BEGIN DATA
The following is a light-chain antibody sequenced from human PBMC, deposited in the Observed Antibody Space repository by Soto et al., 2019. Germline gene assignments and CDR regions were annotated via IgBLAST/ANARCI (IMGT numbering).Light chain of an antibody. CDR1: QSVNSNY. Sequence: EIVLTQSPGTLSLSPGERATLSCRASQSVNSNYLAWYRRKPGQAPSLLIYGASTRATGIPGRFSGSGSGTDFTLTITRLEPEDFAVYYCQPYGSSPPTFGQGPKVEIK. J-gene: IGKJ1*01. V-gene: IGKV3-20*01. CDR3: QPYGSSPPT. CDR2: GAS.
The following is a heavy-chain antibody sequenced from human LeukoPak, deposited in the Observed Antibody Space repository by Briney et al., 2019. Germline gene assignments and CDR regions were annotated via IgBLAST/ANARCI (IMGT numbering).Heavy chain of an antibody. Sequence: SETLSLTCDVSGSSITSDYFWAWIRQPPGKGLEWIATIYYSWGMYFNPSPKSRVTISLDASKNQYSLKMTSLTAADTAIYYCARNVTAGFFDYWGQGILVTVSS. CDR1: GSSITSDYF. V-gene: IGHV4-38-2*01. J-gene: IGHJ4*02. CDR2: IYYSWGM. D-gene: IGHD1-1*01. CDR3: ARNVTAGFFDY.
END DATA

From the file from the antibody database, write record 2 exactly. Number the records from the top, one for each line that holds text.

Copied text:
The following is a heavy-chain antibody sequenced from human LeukoPak, deposited in the Observed Antibody Space repository by Briney et al., 2019. Germline gene assignments and CDR regions were annotated via IgBLAST/ANARCI (IMGT numbering).Heavy chain of an antibody. Sequence: SETLSLTCDVSGSSITSDYFWAWIRQPPGKGLEWIATIYYSWGMYFNPSPKSRVTISLDASKNQYSLKMTSLTAADTAIYYCARNVTAGFFDYWGQGILVTVSS. CDR1: GSSITSDYF. V-gene: IGHV4-38-2*01. J-gene: IGHJ4*02. CDR2: IYYSWGM. D-gene: IGHD1-1*01. CDR3: ARNVTAGFFDY.